“Even a faulty traffic light can be fatal”

The misfortunes of Bengalureans on the public highway are endless. Apart from motorists, these roads also cause problems for pedestrians. Poorly designed sidewalks, uneven surfaces, potholes, lack of proper street lighting and signage, motorcyclists riding on sidewalks, lack of road geometry and more impair the road safety of citizens. DH spoke to a cross section of Bengalureans to get their thoughts on the matter.

Priyanshu K, a research assistant who relies heavily on public transport, explains: “Even with some rain, many roads near Bannerghatta road and JP Nagar area are flooded causing traffic jams. . In many cases, this clogging comes from clogged drains, which also makes it very dangerous for pedestrians.

“While walking, I am extremely cautious of vehicles splashing water during rains. There are areas that have been dug out for metro construction works. As there are rarely any signs before- runners, it leads to a lot of confusion and dangerous situations,” she adds.

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Pretisha Joshna, a resident of Lingarajapuram, says that even though the number of road accident fatalities has decreased significantly due to improvements in car technology, there are still many potential hazards on the road that can lead to injury or even death. dead.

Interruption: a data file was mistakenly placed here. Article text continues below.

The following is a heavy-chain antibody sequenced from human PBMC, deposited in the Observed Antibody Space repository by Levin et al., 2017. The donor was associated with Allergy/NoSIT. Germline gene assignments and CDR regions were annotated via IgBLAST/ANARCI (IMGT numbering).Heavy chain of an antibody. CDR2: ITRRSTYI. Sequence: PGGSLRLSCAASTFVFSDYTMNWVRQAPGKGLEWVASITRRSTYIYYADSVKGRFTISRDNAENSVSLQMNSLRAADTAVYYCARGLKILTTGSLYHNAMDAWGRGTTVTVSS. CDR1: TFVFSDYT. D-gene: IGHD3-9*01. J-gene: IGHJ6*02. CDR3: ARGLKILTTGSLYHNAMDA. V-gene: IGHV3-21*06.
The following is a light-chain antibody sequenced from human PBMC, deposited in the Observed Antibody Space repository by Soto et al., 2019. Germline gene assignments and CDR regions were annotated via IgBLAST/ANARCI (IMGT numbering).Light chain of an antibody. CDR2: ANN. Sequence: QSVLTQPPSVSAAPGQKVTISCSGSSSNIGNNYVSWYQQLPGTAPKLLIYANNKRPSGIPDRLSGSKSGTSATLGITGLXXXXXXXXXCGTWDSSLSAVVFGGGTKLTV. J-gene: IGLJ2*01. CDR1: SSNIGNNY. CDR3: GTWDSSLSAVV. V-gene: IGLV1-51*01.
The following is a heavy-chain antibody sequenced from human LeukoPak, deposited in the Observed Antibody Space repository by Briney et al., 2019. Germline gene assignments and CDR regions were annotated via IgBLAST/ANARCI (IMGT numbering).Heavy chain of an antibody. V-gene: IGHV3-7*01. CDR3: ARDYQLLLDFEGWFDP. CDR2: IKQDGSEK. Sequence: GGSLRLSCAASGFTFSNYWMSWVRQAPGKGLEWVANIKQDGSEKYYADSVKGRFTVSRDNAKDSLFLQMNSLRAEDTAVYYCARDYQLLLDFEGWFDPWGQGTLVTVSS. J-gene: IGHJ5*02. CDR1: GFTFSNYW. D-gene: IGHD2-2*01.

People need to keep their vehicles in good condition, and environmental factors can also affect road safety. She explains: “The design of certain roads requires careful navigation, otherwise motorists will crush their vehicles. Even a brake light has the potential to malfunction and cause accidents.

Harsha Srinivas Shet, a video producer, travels the city as part of his job. “I agree that Bengaluru is one of the most favorable residential cities in India, but when I see the poor roads, I feel otherwise. When we buy a new vehicle, we pay around 10-15% the total cost to the government in the form of road tax etc., but where does all that money go?” he wonders.

Bengaluru has never been free from under construction roads, potholes, unscientific speed bumps and other obstacles. In several places, internet and telephone wires are poorly managed, hanging from utility poles and trees along the roads.

Harsha continues, “As the roads in the city are unsafe, many cyclists attach their bikes to the car and go to the outskirts of the city to enjoy a nice ride. Sometimes the trails are busier than the main roads due to extensive private parking lots. Parking rental vehicles on the sidewalk and the 10-minute food and grocery delivery gimmick gets everyone in trouble.

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Citizens point out that the city is struggling with fundamental road infrastructure issues, despite being known as a fast-growing technology hub and a lab for start-ups.

Sheeba Priyadarshini, PhD student, has this to say: “Road projects take too long. The concretization of the road surfaces has led to only a tiny part of the ground in which water can infiltrate. During heavy downpours, the sight of uprooted trees on the roads of Bengaluru has become very common. It would take more than a day for the water to recede, and in some areas water has to be pumped from streets and basements. Sick people and pregnant women suffer the most because they cannot get to the hospital in time. This, unfortunately, has claimed the lives of two people recently.

As a possible solution to the problems, she notes, “retaining water and recharging wells on city streets would help restore groundwater and prevent flooding, thereby reducing accidents.”

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